There are no extremists more driven than religious extremists. There is no psychological force more powerful than religion. Religious extremists, with their absolute belief that they're "doing God's work," will do anything -- even acts that most of the world abhors as the diametric opposite of God's will.

Lest we forget, Hitler sought to make Nazism a religion in his march to power in Germany in the 1920s, repeatedly invoking "Providence" -- God -- in his speeches (Read William L. Shirer's Berlin Diary if you don't believe it). History has shown how extreme the Nazis were.

And let's not forget the Taliban. Their five-year reign of terror in Afghanistan ranks right up there with the Third Reich, including a violent pogrom against the country's minority Buddhists. Even the theocratic mullahs of Iran considered the Taliban's brand of Islam too extreme.

Prosecution's Case for Executing Moussaoui Was Weak From the Start

Never mind that the government's case for executing Moussaoui was weak to begin with -- hobbled at the start by the revelation that a government lawyer improperly coached aviation witnesses before their testimony, prompting Judge Leonnie Brinkema to bar those witnesses.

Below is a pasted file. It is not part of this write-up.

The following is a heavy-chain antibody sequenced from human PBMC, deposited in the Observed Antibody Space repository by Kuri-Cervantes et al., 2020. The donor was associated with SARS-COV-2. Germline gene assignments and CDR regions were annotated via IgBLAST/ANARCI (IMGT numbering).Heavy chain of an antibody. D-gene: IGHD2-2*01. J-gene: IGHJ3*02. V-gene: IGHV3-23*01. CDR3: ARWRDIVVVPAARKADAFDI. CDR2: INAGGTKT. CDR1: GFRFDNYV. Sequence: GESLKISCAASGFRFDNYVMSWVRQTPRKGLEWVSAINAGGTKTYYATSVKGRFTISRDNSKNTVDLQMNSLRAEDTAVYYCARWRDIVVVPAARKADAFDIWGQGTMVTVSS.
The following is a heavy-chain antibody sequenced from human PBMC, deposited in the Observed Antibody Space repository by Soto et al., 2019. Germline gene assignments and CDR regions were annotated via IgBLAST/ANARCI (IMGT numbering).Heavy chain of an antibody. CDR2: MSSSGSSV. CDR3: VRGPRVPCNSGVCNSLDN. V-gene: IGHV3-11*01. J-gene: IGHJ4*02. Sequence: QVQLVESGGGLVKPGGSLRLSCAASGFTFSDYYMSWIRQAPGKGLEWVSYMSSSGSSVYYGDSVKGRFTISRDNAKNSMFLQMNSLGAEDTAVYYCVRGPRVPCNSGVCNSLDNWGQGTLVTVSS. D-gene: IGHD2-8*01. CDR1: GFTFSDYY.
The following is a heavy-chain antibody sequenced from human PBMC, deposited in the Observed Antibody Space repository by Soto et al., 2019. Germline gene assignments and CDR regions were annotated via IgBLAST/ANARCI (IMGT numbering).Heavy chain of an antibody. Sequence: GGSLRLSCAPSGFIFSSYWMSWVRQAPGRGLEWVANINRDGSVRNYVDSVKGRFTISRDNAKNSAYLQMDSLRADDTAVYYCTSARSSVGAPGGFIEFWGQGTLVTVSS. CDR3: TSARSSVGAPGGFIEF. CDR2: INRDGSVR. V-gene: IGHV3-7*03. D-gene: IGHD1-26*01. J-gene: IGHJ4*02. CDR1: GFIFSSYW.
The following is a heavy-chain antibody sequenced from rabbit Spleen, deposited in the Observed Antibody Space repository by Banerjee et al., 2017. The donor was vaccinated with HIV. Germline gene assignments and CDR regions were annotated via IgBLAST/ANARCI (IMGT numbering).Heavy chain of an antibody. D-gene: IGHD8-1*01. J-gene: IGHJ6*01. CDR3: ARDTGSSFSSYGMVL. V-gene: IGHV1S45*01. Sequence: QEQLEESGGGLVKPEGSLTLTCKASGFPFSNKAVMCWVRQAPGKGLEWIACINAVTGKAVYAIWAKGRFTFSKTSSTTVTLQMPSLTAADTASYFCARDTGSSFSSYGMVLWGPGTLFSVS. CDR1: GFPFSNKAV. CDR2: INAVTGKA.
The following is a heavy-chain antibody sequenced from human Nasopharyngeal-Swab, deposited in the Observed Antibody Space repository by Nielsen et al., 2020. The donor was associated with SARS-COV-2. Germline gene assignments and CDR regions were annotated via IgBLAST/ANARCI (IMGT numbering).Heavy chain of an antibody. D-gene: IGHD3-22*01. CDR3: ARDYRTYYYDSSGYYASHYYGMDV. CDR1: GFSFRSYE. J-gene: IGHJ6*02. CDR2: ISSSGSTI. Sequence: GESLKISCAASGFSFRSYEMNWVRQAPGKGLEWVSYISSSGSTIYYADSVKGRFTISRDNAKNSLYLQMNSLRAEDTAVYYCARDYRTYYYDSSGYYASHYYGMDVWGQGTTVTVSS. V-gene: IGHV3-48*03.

Never mind that Moussaoui had been arrested while in flight school in Minnesota over a month before the 9/11 attacks.

Never mind that testimony and evidence presented at Moussaoui's trial showed that FBI officials in Washington never took him seriously as a possible threat to the U.S.

And never mind that on that deadly morning in September 2001, Moussaoui, a Frenchman of Moroccan descent, was sitting a jail cell in Minneapolis, awaiting deportation.

There's little doubt that, in light of those factors, the prosecution's central argument for the death penalty -- that Moussaoui was an active participant in the 9/11 plot -- simply didn't hold up, according to the jury foreman.

Moussaoui Had No Desire to be a Martyr? Ger Real!

But Moussaoui's own outbursts and testimony in court, in open defiance of his defense lawyers, were something that neither the jurors -- nor anyone else closely following the trial -- could ignore.

The jurors issued a public statement after their decision that they didn't believe he wanted to be executed because his death would "create a martyr for radical Muslim fundamentalists in general and to al-Qaida in particular."

But this blogger doesn't believe that for a New York minute.

On the witness stand, Moussaoui:

*** defiantly declared his allegiance to to al-Qaida,